I arrived in Grindewald in the early evening and checked in to my youth hostel. On its upstairs balcony I looked out over the valley below at the lights of the town, though darkness and clouds obscured the view of the Eiger across the valley from my location. Like most youth hostels I stayed at I found other English-speaking older youth and young adults to talk, swap stories and even venture into town for a beer with. My extreme wave of angst had passed through me and moved on for now.

The next morning brought blue sky instead of clouds, and out on the hostel’s balcony, there across the little valley where the town nestled, was the amazingly huge mountain, with its jagged peaks gleaming white and silver and filling half the sky. I had somehow found my way, on my own, to one of the most spectacularly beautiful places in the world with a whole lifetime of additional adventures ahead of me. Yes I was still homesick, but I knew at some level that I had the courage and the agency to seek out and find a place like this. Other destinations would be attainable in the future when I was ready to seek them.

Saying Goodbye to my Home Town

Five years later, after completing college in 1978, I decided to leave Ann Arbor for Los Angeles in a half-baked scheme to fling myself off the deep end again and into adulthood in a big strange city, leaving behind my hometown with its close and dear friends, plus ghosts and memories in every neighborhood, park, store and other venue from the 23 years of my young life there. Lacking a really well thought out plan, this one at least made me feel like I was moving forward with my life somehow.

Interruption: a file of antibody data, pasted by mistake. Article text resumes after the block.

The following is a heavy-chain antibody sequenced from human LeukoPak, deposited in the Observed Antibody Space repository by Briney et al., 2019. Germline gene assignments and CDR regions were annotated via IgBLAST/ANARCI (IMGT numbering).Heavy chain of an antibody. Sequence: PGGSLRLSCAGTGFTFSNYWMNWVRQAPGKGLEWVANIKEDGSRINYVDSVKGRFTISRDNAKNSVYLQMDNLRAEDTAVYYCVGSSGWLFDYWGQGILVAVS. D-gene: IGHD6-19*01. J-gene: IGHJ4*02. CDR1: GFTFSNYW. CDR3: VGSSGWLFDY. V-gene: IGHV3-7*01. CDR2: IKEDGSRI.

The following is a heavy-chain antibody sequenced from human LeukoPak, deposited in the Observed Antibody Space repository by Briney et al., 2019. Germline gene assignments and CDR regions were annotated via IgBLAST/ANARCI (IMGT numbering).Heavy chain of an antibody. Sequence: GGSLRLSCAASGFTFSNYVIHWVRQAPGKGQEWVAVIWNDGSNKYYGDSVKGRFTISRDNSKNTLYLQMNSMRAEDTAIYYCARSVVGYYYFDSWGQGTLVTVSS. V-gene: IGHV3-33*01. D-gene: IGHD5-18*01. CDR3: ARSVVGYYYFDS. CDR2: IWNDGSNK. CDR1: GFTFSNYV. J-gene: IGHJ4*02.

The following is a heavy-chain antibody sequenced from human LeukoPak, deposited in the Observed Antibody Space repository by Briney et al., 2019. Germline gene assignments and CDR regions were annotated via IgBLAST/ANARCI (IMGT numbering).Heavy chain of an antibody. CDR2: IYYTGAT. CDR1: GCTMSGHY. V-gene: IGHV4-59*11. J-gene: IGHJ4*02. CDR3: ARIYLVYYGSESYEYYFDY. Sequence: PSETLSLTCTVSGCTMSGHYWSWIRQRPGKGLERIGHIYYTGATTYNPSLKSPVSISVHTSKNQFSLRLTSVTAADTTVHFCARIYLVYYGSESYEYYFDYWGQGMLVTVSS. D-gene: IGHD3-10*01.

I was readying myself to depart from my comfortable little university town and all of its tree-lined streets I had walked, barefoot and shirtless on warm summer nights, bundled in down jacket, wool beanie and scarf wrapped round my nose and mouth on pristinely frigid winter days, or in the spring rain, with or without an umbrella. My brother Peter had left town two years earlier to go to college in Chicago. My mom had remarried my dad and gone south (literally and maybe figuratively as well) for Dayton, Ohio a year after that. I still had my war game buddies, JLO youth theater friends, and my “Feminist Aunts” Mary Jane and Carol, and other old friends of my folks. Despite the absence of my biological family, it was certainly enough of a network to build the foundations of an adult life, but not for me.

I had a half-baked dream of being in the film and TV business, wearing some hat or the other behind the camera, rather than in front of it as an actor. I could have actually pursued that dream in Ann Arbor, having connected with a number of other budding film/TV students in my university courses. But I was drawn to Los Angeles, the biggest pond of the entertainment industry, where my former theater group mentor Michael had relocated and offered me a free room in his house. I had never been to LA, and had no idea how overwhelming it could prove to be for a very small fish in that very big metaphorical pond. But at some deep level I knew that I had to have that experience to break through the thrall of my maybe idyllic, maybe sheltered youth. Like my previous backpacking through Europe and ordeal perhaps, but one I had to see through.

Like I had done backpacking through Europe, I was planning to leave Ann Arbor traveling light, with just a suitcase full of clothes, my backpack, and my few other intimate possessions. I had no car or furniture. All the other stuff of real or sentimental value I had accumulated was safely stored at my parents’ new place in Dayton. I think I continue to this day to travel and otherwise to chart life’s journey with a minimal amount of corporeal baggage, and just a few close companions at any given time. Arriving at a new destination with just the barest of necessities increases the creative possibilities of redesigning your life, but at the cost of feeling that heightened sense of being surrounded by the strange and losing the continuity of familiar life-threads and themes.